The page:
CFP: JELIS Issue on Creative Approaches to Teaching and Pedagogy (Journal of Education for Library and Information Science)

Opportunity for archival educators:

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JELIS Special Issue: Volume 62, 2021

JELIS would like to announce the opening for submissions to a Special Issue of the journal (Volume 62, Issue 3, 2021). The Issue theme is as follows:

Creative approaches to teaching and pedagogy

Topics including, but not limited to:

  • Construction of positive learning outcomes
  • Engagement of students in course content
  • Innovative assessment techniques
  • Employment of learning theories
  • Utilization of learning management systems
  • Peer learning strategies
  • Creative syllabus development
  • Advances in assignments for students
  • Employment of tactics from other disciplines
  • Sage and guide
  • Communicative action and teaching
  • Students as teachers
  • The field of creativity studies and its contribution to LIS education and pedagogy

Submissions (see the JELIS guidelines at https://ali.memberclicks.net/index.php?option=com_content&view=article&id=458) may be made in the “Special Issue Papers” section of ScholarOne. Submit only completed papers. The submission is open until September 30, 2020. The submitted papers will be assessed according to the following criteria:

  • Importance of the research question
  • Inclusiveness of the literature review
  • Appropriateness of the methodology
  • Reporting of the findings
  • Quality of the presentation

CFP: Research Methods & Social Justice in LIS: Special issue of IJIDI (International Journal of Information, Diversity, & Inclusion)

This call is geared towards librarians, but there is potential for archivists’ voices.

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CALL FOR SUBMISSIONS

A Special Issue of The International Journal of Information, Diversity, & Inclusion (IJIDI)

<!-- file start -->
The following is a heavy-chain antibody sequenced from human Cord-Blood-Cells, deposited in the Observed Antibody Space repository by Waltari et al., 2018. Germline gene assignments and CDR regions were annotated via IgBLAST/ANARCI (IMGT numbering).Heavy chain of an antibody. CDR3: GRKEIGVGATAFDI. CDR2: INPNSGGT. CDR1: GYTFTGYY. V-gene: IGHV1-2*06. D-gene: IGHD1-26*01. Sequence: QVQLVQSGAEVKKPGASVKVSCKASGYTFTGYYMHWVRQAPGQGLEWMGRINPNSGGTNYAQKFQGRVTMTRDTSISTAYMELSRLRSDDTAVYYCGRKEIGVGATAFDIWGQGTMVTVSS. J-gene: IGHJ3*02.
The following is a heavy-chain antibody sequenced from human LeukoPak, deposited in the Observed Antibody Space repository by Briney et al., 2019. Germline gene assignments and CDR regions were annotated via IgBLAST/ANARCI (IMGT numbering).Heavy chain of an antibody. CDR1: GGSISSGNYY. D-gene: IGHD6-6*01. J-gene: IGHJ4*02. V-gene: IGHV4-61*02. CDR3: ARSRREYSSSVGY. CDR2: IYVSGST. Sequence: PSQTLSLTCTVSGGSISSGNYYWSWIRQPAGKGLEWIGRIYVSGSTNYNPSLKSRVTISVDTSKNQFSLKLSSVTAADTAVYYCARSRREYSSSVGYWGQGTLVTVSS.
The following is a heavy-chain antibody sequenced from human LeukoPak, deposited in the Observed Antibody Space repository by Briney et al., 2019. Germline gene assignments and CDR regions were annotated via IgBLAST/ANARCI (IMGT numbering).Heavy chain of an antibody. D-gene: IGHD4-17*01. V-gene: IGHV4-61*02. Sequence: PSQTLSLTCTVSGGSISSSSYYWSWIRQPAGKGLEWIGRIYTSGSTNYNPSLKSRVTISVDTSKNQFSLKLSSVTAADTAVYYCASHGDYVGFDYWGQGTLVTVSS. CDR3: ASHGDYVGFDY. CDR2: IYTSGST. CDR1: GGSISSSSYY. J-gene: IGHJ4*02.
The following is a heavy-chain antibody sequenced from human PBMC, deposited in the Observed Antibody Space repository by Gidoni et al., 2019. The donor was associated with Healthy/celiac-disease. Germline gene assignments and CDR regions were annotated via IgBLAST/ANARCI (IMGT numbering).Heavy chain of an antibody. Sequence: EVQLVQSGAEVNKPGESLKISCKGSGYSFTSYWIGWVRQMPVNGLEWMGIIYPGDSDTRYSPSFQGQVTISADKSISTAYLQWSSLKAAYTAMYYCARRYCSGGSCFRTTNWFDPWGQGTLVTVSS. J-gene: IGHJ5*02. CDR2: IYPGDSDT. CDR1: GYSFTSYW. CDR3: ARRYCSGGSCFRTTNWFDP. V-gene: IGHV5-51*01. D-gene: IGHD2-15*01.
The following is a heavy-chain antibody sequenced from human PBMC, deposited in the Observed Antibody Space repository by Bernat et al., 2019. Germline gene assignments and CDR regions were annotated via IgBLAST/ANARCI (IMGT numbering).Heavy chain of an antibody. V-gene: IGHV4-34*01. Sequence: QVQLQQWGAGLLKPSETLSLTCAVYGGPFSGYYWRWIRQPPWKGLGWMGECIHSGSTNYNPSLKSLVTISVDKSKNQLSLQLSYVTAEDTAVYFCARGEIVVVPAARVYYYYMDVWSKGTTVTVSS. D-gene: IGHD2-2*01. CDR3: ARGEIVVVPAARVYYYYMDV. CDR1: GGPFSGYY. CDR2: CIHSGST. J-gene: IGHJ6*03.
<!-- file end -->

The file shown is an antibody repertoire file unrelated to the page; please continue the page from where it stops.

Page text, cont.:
INTERSECTING THEORIES AND METHODS
TO RESEARCH SOCIAL JUSTICE IN LIS SCHOLARSHIP

We invite contributions for a special issue of TheInternational Journal of Information, Diversity, & Inclusion (IJIDI) (http://publish.lib.umd.edu/IJIDI) on the topic of “Intersecting Theories and Methods to Research Social Justice in LIS Scholarship.” We welcome full research papers that make a novel contribution to library and information science (LIS) scholarship, whether empirical, methodological, theory-based, pedagogical, and/or practical in nature. We also ask for Expressions of Interest contributions for a special section on notes-from-the-field, LIS student work, works-in-progress, opinion pieces, and professional reports.

The goal of this special issue is to bring together voices of both emerging scholars and established researchers from a wide range of interdisciplinary perspectives and paradigmatic roots that embrace social justice as an intentional and deliberate strategy in LIS scholarship to generate impact via their information-related work. The term “scholarship” is intentionally used to include documentation and analysis through intersecting lens of diverse theories and methods to implement social justice in LIS practice and research, education and teaching, policy development, service design, and program implementation, among other areas. This collection will showcase exemplars of LIS scholarship from across local, regional, national, and international contexts.

Thus, this special issue will provide examples of study that adopt rigorous models, frameworks, theories, methods, and approaches in LIS research to further social justice and inclusion advocacy in the field. In the process, this collection will fill gaps in showcasing intersections of LIS and interdisciplinary theories with traditional and non-traditional methods of research to further social justice principles of fairness, justice, and equality/equity for all people, including those on the margins of society.

Topics and subjects that expound the intersection of LIS theories and methods may include:

  • Implementing social justice within various domains (e.g., agriculture/rural, diversity, economy, education, health, information technology, law, manufacturing and industry, public policy, social welfare, etc.);